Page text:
Abbott v Dexcom  EWHC 36 (Pat)
The first UK battle held in the wide-ranging (both in terms of number of patents and geographical area) patent fight between Abbott and Dexcom has ended in a stalemate. Mr Justice Mellor has found two Abbott patents and two Dexcom patents all to be invalid. (Abbott dropped its infringement argument on a third Abbott patent at issue before trial.) While this was the first of five UK trials to be held, the judgment from the third trial had been delivered earlier, with Mr Justice Richards finding the Abbott patent at issue valid but not infringed by Dexcom. The judgment of the second UK trial is pending, and there are two more UK trials scheduled, in addition to actions in the UPC, Spain and Germany.
All of the actions relate to patents for medical devices for continuous glucose monitoring (CGM), used as an improved alternative to the snapshot finger prick method previously used by diabetes sufferers. Both parties manufacture such devices. The market for CGM devices is growing, and in 2022 the NHS announced a deal with Dexcom to provide monitors to all Type 1 Diabetes Patients across the UK.
Abbott patent EP (UK) 2 146 627
This patent relates to a method for a CGM device to notify the user of results which potentially signal an issue without interrupting the user while they are using the interface of the device in some other way. This is achieved by a two-alarm system, the first operates in real-time in a way that avoids disturbing the user’s actions, and the second once the user has finished their actions. It has a priority date of 14 April 2007.
Mellor J found that Dexcom’s “G6”, “G7” and “D1” devices would infringe the patent, but that the patent lacks novelty over the user guide for Dexcom’s first CGM device, the “STS”. A second piece of prior art, a patent application from 2006 (“Bunte”), was found to not render the patent obvious, and a third was dropped before trial. There was comment made regarding a preliminary opinion of the German Federal Patent Court which agrees that the patent lacks novelty over the STS user guide, but disagreed regarding Bunte – the German court thought that Bunte rendered the patent obvious. Mellor J did not find this a reason to question his finding on Bunte, as their consideration was different from that which he was asked to consider.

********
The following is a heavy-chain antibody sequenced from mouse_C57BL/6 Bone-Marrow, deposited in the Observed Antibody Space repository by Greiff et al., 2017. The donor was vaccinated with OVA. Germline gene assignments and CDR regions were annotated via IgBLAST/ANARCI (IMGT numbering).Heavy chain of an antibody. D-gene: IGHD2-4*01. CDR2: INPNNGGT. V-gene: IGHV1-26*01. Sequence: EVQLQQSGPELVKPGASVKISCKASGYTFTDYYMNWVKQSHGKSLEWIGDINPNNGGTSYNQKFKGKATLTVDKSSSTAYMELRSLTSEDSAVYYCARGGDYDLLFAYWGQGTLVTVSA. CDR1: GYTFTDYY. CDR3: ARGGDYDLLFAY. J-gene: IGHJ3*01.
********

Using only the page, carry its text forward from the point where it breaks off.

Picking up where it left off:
Abbot patent EP (UK) 2 476 223
This patent relates to the use of a separate device (a conditional amendment application specifying a mobile phone) to host a safety critical application for the CGM device; for the separate device to perform necessary testing, including an installation check and a functionality check, on the safety critical application to ensure it continues to operate correctly; and for the user to be able to access non-safety critical functionality if the necessary testing on the safety critical application fails. It has a priority date of 8 September 2009.
Mellor J found that, on his preferred claim construction, the Dexcom devices did not infringe the patent, but that on an alternative claim construction they would. This is consistent with a finding of non-infringement by the Mannheim Court. Mellor J also found that this patent lacks novelty over a patent application from 2009 (“Gejdos”) for the checking of the integrity of a database by a healthcare management software system. A second piece of prior art, a patent application from 2002 (“Lebel”), was found not to render the patent obvious. Mellor J did not make any finding on a Gillette argument brought by Dexcom as Dexcom had not explained their argument properly.
Dexcom patents EP (UK) 2 914 159 and EP (UK) 3 782 539
These patents relate to a system which continually analyses glucose values and includes an alert set by the user, a fixed alert and a temperature conversion function. The ‘539 patent is a divisional of the ‘159 patent, and the priority date for both is 30 October 2012. The ’539 patent is accepted by Dexcom to be invalid as granted, but Dexcom have applied to amend it unconditionally in such a way that the scope becomes the same as the ‘159 patent. Mellor J found that Dexcom’s amendment extended the scope of the patent and lacked clarity, and therefore is not allowed. Abbott has accepted its devices would infringe both patents, if valid.
Mellor J found that the ‘159 patent lacked novelty over two pieces of prior art, both US patent applications with priority dates of September 2007 (“Brauker”) and July 2009 (“Shariati”). He also concluded that, should he be wrong about the patent lacking novelty, it would be obvious over Brauker, Shariati, the Dexcom STS guide and the guide for an earlier Abbott CGM device, the “Navigator”. Mellor J dismissed Dexcom’s argument of hindsight and did not consider Abbott’s insufficiency argument.
CGM devices are clearly an area where both Abbott and Dexcom have extensive patent portfolios. While this particular trial has not furthered either companies’ agendas, given the large and growing market for such devices, it does not appear that this is a fight that either company will surrender soon.